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Yaphet Kotto Poster

Biography

Jump to: Overview (3) | Mini Bio (1) | Spouse (3) | Trade Mark (1) | Trivia (19) | Personal Quotes (8)

Overview (3)

Date of Birth 15 November 1939New York City, New York, USA
Birth NameYaphet Frederick Kotto
Height 6' 4" (1.93 m)

Mini Bio (1)

Yaphet Kotto was born on November 15, 1939 in New York City, New York, USA as Yaphet Frederick Kotto. He is an actor and writer, known for Alien (1979), Homicide: Life on the Street (1993) and Live and Let Die (1973). He has been married to Tessie Sinahon since July 12, 1998. He was previously married to Antoinette Pettyjohn and Rita Ingrid Dittman.

Spouse (3)

Tessie Sinahon (12 July 1998 - present)
Antoinette Pettyjohn (29 January 1975 - ?) (divorced) (2 children)
Rita Ingrid Dittman (1962 - 1975) (divorced) (3 children)

Trade Mark (1)

Often plays police detectives and military officers

Trivia (19)

Oldest son, Fred, is a very successful San José Police Dept. California (USA) officer.
He is the son of a Cameroonian crown prince.
Has a Bay Area hardcore punk band named after him.
Moved from Littleton, Colorado to Canada, because he felt it would be safer to live there. Two years after moving, he saw the news coverage on Columbine, and recognized some of the kids fleeing the school.
Both parents are African Jews. In an interview he said being fully Black and Jewish gave other kids even more reason to pick on him growing up in New York City. However, to this day, he remains a devout, practicing Jew.
Campaigned for Steve Forbes during his bid for the Republican nomination for the Presidency in the 2000 primaries.
Turned down the role of Lando Calrissian in 'Star Wars Episode V: The Empire Strikes Back' (1980). He feared that Lando would be killed in the movie, and that he would be forever typecast.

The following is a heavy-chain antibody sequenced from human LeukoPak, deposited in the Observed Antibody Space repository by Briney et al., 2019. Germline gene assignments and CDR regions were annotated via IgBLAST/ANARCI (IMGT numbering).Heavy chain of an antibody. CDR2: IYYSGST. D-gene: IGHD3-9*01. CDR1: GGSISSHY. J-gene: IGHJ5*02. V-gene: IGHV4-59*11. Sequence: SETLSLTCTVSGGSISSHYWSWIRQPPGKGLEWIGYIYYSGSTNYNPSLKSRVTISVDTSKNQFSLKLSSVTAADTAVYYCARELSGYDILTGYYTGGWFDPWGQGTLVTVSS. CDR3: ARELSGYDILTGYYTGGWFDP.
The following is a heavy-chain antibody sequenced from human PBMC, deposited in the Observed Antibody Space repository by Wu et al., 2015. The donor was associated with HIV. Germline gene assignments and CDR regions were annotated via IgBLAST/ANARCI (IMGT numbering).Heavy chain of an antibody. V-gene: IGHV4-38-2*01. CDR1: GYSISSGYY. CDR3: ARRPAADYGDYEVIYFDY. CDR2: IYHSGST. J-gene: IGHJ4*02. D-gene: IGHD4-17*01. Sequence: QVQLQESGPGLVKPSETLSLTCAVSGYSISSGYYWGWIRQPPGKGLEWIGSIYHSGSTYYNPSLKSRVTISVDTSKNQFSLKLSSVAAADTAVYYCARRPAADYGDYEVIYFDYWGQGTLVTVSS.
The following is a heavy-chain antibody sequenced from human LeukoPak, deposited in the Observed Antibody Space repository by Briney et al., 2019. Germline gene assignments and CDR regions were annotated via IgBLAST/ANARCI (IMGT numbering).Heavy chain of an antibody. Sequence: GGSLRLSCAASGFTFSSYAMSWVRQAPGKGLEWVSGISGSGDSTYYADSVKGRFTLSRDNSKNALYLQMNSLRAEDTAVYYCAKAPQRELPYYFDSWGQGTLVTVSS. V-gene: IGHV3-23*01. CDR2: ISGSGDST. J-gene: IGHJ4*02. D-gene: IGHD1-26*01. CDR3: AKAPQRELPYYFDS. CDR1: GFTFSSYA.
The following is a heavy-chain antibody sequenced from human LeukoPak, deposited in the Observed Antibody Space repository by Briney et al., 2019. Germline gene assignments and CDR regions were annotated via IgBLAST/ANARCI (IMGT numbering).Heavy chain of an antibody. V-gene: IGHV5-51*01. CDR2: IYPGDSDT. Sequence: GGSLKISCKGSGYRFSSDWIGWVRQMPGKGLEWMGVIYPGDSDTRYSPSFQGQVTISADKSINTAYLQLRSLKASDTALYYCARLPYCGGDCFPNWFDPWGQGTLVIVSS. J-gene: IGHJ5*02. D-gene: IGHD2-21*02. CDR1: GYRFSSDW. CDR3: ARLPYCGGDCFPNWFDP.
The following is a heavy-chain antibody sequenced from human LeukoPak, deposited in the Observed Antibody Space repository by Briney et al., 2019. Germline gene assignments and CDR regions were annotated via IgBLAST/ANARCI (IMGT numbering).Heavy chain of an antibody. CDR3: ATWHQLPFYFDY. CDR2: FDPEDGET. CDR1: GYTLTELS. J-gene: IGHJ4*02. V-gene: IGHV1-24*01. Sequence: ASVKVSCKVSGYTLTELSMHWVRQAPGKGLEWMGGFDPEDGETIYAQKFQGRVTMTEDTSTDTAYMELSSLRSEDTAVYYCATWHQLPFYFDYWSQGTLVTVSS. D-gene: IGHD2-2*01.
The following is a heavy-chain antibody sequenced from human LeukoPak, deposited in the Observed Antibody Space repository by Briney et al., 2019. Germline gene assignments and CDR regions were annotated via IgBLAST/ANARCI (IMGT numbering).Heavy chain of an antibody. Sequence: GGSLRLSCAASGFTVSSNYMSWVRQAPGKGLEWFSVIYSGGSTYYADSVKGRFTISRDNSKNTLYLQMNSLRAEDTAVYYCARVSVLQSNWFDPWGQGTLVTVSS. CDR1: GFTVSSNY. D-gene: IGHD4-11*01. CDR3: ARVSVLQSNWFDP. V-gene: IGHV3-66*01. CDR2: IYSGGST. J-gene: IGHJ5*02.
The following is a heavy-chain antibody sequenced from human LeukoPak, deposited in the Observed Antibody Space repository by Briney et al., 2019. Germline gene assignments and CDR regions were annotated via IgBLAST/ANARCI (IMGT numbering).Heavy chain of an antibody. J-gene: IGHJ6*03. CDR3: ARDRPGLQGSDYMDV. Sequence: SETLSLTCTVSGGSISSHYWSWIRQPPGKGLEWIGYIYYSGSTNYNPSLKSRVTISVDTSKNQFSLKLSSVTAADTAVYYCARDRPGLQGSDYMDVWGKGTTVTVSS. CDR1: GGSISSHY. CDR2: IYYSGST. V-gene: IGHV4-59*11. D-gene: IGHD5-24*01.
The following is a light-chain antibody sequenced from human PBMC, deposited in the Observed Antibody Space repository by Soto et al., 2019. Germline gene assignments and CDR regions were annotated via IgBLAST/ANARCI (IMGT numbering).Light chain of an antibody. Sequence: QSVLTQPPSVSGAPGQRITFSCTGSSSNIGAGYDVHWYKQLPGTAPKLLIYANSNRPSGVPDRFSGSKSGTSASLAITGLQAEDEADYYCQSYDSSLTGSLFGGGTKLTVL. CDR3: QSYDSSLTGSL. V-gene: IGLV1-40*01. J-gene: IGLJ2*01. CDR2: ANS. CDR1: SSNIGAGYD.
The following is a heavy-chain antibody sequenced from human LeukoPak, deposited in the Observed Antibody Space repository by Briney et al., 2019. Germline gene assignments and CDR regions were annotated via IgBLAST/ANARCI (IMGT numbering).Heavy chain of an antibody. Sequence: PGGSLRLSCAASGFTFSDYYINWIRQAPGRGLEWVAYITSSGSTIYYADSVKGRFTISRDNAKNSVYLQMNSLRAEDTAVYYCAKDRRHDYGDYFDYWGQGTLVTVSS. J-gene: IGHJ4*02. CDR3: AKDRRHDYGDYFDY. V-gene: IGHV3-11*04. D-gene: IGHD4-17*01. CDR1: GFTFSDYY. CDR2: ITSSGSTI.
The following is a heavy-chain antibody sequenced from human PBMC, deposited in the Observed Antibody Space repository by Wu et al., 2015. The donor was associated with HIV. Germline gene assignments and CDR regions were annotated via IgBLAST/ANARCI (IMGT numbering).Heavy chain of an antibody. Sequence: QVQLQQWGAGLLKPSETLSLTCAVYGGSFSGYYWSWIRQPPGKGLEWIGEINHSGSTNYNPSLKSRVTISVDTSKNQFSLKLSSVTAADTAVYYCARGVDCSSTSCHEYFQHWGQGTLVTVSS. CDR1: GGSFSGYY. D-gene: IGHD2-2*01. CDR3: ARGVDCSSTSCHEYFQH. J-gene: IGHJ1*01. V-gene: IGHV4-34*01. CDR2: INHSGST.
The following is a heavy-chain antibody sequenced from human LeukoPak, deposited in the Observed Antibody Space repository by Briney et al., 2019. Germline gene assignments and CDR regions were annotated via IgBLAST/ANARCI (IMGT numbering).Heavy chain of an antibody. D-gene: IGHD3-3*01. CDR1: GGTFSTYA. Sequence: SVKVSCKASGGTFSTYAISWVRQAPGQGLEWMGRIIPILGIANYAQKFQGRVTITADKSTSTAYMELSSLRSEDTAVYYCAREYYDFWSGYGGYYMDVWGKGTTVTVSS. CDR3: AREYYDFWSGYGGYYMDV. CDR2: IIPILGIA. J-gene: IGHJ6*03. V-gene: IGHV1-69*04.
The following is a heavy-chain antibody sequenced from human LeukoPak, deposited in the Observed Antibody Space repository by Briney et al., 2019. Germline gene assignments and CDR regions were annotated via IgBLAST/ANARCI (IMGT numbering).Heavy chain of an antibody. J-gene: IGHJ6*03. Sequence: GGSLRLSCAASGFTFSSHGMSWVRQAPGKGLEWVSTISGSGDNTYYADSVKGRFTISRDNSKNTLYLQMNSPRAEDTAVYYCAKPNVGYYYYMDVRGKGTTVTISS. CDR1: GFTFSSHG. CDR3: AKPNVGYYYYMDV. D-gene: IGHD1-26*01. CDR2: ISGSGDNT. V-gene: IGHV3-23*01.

Along with his wife, Tessie, they operate an artists retreat resort in Southern Leyte, Philippines called "The Running Man Institute," which was founded in 2001 and is focused on working with people in the entertainment industry to build their creativity, as well as to relax and read up about holistic health.
His father, Njoki Manga Bell, was the great-grandson of King Alexander Bell, who ruled the Douala region of Cameroon in the late 19th century, before the nation fell into the hands of Germany and, later, France and Britain. Fleeing the Germans, Manga Bell (who had converted to Judaism in Cameroon) emigrated to Harlem in the 1920s and changed his name to Abraham Kotto (the surname is from a relative).
Yaphet means beautiful in Hebrew.
His parents divorced when he was 3.
Although he didn't enjoy filming Midnight Run, the character of Agent Alonzo Mosley remains his favorite. He later played the same role for the film Witless Protection.
Within a week of the divorce from his first wife Rita, he married Antoinette Pettyjohn.
Spends the majority of his free time living in the Philippines.
He made guest appearances on both of the longest running prime time dramas in US television history: Gunsmoke (1955) and Law & Order (1990).
Resides in Baltimore, Maryland [August 2012]
Along with Richard Belzer, Kyle Secor, Clark Johnson and Sharon Ziman, he is one of only five actors to appear in both the first and last episodes of Homicide: Life on the Street (1993): Homicide: Life on the Street: Gone for Goode (1993) and Homicide: Life on the Street: Forgive Us Our Trespasses (1999).
The first American actor to play a Bond villain.
He was the first black actor to play a Bond villain.

Personal Quotes (8)

I do have a favorite kind of director, which is the kind who allows me to create. Some haven't allowed me to create and I think by doing that they don't need an actor. They need a puppet.